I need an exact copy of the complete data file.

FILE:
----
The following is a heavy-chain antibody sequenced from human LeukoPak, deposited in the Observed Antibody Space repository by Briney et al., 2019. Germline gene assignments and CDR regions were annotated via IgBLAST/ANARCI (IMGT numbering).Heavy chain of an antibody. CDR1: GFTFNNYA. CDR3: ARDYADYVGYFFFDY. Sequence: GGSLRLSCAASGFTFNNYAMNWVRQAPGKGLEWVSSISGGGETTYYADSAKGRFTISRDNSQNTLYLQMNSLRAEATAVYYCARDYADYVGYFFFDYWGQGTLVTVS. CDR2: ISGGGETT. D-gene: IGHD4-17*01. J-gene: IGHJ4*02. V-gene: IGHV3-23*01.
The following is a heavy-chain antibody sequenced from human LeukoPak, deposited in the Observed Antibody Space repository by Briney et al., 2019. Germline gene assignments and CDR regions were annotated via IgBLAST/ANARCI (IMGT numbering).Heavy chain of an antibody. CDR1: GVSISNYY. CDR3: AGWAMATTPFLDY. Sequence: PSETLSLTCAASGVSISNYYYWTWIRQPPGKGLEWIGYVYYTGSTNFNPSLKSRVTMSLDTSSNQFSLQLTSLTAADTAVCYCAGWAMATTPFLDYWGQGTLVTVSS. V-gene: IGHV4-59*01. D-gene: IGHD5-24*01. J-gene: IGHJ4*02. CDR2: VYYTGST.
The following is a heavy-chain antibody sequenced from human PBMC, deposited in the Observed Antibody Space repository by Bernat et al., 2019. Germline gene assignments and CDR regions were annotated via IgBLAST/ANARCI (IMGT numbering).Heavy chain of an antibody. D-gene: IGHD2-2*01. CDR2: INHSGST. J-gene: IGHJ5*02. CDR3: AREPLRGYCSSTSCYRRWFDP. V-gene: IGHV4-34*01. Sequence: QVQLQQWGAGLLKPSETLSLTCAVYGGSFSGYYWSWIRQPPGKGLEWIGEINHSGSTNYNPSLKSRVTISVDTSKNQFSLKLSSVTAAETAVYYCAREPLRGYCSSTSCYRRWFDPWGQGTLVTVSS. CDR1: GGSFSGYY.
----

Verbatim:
The following is a heavy-chain antibody sequenced from human LeukoPak, deposited in the Observed Antibody Space repository by Briney et al., 2019. Germline gene assignments and CDR regions were annotated via IgBLAST/ANARCI (IMGT numbering).Heavy chain of an antibody. CDR1: GFTFNNYA. CDR3: ARDYADYVGYFFFDY. Sequence: GGSLRLSCAASGFTFNNYAMNWVRQAPGKGLEWVSSISGGGETTYYADSAKGRFTISRDNSQNTLYLQMNSLRAEATAVYYCARDYADYVGYFFFDYWGQGTLVTVS. CDR2: ISGGGETT. D-gene: IGHD4-17*01. J-gene: IGHJ4*02. V-gene: IGHV3-23*01.
The following is a heavy-chain antibody sequenced from human LeukoPak, deposited in the Observed Antibody Space repository by Briney et al., 2019. Germline gene assignments and CDR regions were annotated via IgBLAST/ANARCI (IMGT numbering).Heavy chain of an antibody. CDR1: GVSISNYY. CDR3: AGWAMATTPFLDY. Sequence: PSETLSLTCAASGVSISNYYYWTWIRQPPGKGLEWIGYVYYTGSTNFNPSLKSRVTMSLDTSSNQFSLQLTSLTAADTAVCYCAGWAMATTPFLDYWGQGTLVTVSS. V-gene: IGHV4-59*01. D-gene: IGHD5-24*01. J-gene: IGHJ4*02. CDR2: VYYTGST.
The following is a heavy-chain antibody sequenced from human PBMC, deposited in the Observed Antibody Space repository by Bernat et al., 2019. Germline gene assignments and CDR regions were annotated via IgBLAST/ANARCI (IMGT numbering).Heavy chain of an antibody. D-gene: IGHD2-2*01. CDR2: INHSGST. J-gene: IGHJ5*02. CDR3: AREPLRGYCSSTSCYRRWFDP. V-gene: IGHV4-34*01. Sequence: QVQLQQWGAGLLKPSETLSLTCAVYGGSFSGYYWSWIRQPPGKGLEWIGEINHSGSTNYNPSLKSRVTISVDTSKNQFSLKLSSVTAAETAVYYCAREPLRGYCSSTSCYRRWFDPWGQGTLVTVSS. CDR1: GGSFSGYY.